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Vatican diplomat to be pope's top aide

AFP/Getty Images
Pope Francis welcomes King of Jordan Abdullah II Ibn Hussein's wife Rania (R) during a private audience on August 29, 2013 atthe Vatican. AFP PHOTO /POOL/ MAURIZIO BRAMBATTIMAURIZIO BRAMBATTI/AFP/Getty Images

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Francis breaks with protocol

Protocol requires visitors to bow to the pope, as head of state at the Vatican, when they meet him at the Holy See.

But Francis bowed when he met Queen Rania of Jordan as she visited the Vatican with her husband last week.

“Up until the 19th century visitors would kiss the pope's shoes, and the tradition is still that all visitors, women included, bow to him, but Francis behaves as he did before he became pope and is not interested in protocol,” a senior Vatican official told The Daily Telegraph.

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'American Coyotes' Series

Traveling by Jeep, boat and foot, Tribune-Review investigative reporter Carl Prine and photojournalist Justin Merriman covered nearly 2,000 miles over two months along the border with Mexico to report on coyotes — the human traffickers who bring illegal immigrants into the United States. Most are Americans working for money and/or drugs. This series reports how their operations have a major impact on life for residents and the environment along the border — and beyond.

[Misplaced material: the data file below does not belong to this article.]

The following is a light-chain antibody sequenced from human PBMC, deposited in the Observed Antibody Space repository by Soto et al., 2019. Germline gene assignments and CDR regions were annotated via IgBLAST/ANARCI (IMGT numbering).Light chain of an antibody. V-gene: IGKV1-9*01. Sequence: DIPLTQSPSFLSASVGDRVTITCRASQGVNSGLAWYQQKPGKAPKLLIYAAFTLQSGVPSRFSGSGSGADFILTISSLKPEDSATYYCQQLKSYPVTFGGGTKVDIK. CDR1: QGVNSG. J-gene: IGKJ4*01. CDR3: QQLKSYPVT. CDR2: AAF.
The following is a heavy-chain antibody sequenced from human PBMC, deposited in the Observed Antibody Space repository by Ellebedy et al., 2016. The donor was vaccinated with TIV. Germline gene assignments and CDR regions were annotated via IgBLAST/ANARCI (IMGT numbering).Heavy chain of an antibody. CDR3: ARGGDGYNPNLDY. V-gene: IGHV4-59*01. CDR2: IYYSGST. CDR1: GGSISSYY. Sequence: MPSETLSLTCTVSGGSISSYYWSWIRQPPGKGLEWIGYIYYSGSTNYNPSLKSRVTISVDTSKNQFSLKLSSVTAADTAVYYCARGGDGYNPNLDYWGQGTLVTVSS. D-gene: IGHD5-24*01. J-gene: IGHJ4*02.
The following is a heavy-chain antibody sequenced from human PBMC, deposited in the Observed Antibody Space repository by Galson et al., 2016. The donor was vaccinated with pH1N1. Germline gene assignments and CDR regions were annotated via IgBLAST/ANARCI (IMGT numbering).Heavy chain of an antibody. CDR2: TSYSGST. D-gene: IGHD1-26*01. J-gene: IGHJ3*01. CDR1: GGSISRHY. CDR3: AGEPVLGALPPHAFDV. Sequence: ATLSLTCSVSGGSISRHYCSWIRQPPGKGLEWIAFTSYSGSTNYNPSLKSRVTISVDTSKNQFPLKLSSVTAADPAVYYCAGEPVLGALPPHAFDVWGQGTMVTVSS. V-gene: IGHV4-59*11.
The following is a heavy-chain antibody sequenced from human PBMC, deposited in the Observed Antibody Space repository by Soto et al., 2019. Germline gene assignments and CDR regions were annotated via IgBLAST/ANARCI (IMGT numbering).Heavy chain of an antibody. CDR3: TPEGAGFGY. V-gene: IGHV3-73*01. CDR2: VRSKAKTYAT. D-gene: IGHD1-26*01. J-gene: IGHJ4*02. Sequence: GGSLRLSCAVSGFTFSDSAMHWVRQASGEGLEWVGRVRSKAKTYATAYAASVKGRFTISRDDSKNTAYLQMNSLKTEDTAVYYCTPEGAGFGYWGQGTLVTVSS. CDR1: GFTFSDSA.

By The Associated Press
Saturday, Aug. 31, 2013, 7:21 p.m.
 

VATICAN CITY — Pope Francis on Saturday tapped a veteran Vatican diplomat to be his top aide, replacing the Holy See's secretary of state, who became a divisive figure in a church hierarchy mired in embarrassing scandal.

The Vatican announced that Archbishop Pietro Parolin, 58, an Italian and former deputy foreign minister at the Vatican, on Oct. 15 will assume the post held since 2006 by Italian Cardinal Tarcisio Bertone. The cardinal will remain in the position until then, giving Parolin, currently serving as papal envoy to Venezuela, time to prepare for his new duties.

Benedict XVI, who retired as pontiff earlier this year, had relied heavily on Bertone , who had served the pope for many years.

The Vatican noted that Bertone, 78, was retiring under a church law that requires cardinals who hold top curia posts to offer their resignations when they turn 75. Benedict had kept him in place, reportedly to the irritation of a rival faction of Vatican bureaucrats loyal to Bertone's predecessor, Cardinal Angelo Sodano.

A scandal during the latter years of Benedict XVI's papacy involving the theft of papal documents and embarrassing revelations of alleged corruption and power plays at the Vatican was widely seen as aiming to discredit Bertone.

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